But the question seems a bit underspecified. For instance, conservatives in general might claim the whole tradition of western classical music for themselves, while quietly ignoring the fact that, throughout history, your common or garden conservative can reliably be found bemoaning the appalling quality of serious music since the year _n_ — 75, for all values of _n_. Those on the left, meanwhile, will have to work hard to distance themselves from the output of the troops of the “Folk Song Army”: Perhaps we should be asking which are the best _explicitly political_ songs. A related question is which country has the best National Anthem. France edges it, I think, over South Africa (too long) and the United States (too hard to sing). _God Save the Queen_ is clearly the worst, a judgment made compelling both by the anthem’s non-existent musical merits and the fact that English fans would rather sing a “spiritual”: written about an exhausted, enslaved people longing for the sweet release of death.

Trapped ?

by John Q on March 8, 2004

Brad de Long picks up my post on opportunities and outcomes (see also this crossposting with further discussion), in which I argued that the achievement of meaningful equality of opportunity in a society with highly unequal outcomes would require extensive government intervention to prevent the development of inherited inequality, and says that I’m falling into Irving Kristol’s trap, which he describes, accurately enough, as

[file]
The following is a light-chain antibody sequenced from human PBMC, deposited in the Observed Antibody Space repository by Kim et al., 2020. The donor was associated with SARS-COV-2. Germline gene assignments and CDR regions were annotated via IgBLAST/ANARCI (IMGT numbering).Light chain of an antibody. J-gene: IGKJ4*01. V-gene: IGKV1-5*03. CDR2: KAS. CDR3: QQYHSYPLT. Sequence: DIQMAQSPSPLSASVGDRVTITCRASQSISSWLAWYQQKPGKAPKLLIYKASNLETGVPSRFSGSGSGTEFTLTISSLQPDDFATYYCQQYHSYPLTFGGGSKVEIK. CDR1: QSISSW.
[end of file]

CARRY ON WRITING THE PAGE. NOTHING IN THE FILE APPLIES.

an ideological police action designed to erase the distinction between Arthur Okun and Mao Zedong, and delegitimize the American left.

I agree that many people, particularly critics of social democracy like Kristol ,use the outcome/opportunity distinction in a dishonest way. This is particularly true in the American context, since anyone honestly concerned with the issue would have to begin with the observation that the United States performs just as badly on equality of opportunity (as measured by things like social mobility) as it does on equality of outcome (see the book by Goodin et al, reviewed here for one of many demonstrations of this). So if Kristol were genuinely concerned about equality of opportunity he’d be calling for at least as much intervention as the liberals and progressives he’s criticising.

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Alistair Cooke

by Tom on March 8, 2004

I’m saddened by the news that Alistair Cooke has decided that the ‘Letter from America’ he read on the 20th of February would be the last one. If Cooke had decided that, at ninety-five, he simply didn’t want the hassle of the damn thing anymore, that would be one thing, but it seems that the decision to stop was prompted by the outrageous medical advice that it’s usual and desirable for ninety-five year-olds to slow down a bit. Fair enough, but I was rooting for Cooke to be making me smile when he’d made his century.